CoverItLive is a tool I’ve been using extensively since I learned about it, and is hands down one of the best tools for liveblogging, particularly for professionals.
The stability of CoverItLive is virtually spotless – I’ve covered a number of live events from Digg, and even their thundering hoards haven’t been able to bring down the system. They offer the ability to embed inline video from a wide variety of sources (Qik, UStream, YouTube, etc), as well as all manner of hyperlinks, formatted text and images.
They also provide sophisticated methods for communicating with the live audience, as well as a certain amount of metrics on who’s watching and participating, something you can’t find in other solutions. For those looking for the Google after the event is over, you can export your coverage to text format, and replace the embedded widget with the source for the liveblog.
Solutions like CoverItLive offer a more professional solution that appeal to those looking to make a living from liveblogging (or more accurately, supplement their blog coverage with a monetizable form of live coverage). It’s tailored to those with a built in audience, already, and you’re not likely to grow your readership in a significant way like you could with Twitter and FriendFeed.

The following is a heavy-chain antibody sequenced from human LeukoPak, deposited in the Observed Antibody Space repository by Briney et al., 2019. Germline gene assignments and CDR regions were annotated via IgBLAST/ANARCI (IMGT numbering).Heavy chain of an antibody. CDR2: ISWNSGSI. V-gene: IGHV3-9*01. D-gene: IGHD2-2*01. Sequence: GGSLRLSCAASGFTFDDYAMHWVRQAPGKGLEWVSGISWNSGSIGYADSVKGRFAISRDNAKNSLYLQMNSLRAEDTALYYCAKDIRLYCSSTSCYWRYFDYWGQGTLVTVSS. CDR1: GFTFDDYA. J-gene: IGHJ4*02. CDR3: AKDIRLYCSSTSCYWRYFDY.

What are they using the money for?
According to TechCrunch, further development of enterprise liveblogging is the goal:
CoverItLive has also quietly rolled out a money-making product dubbed CiL Enterprise that brings additional features to professional users, catering to publishers who cover live events with multiple writers in particular. The enterprise version is currently still free, but the company aims to start charging somewhere between $50/month to $500/month for CiL Enterprise within a couple of months, leaving an option for free usage in educational environments.
Congrats to CiL.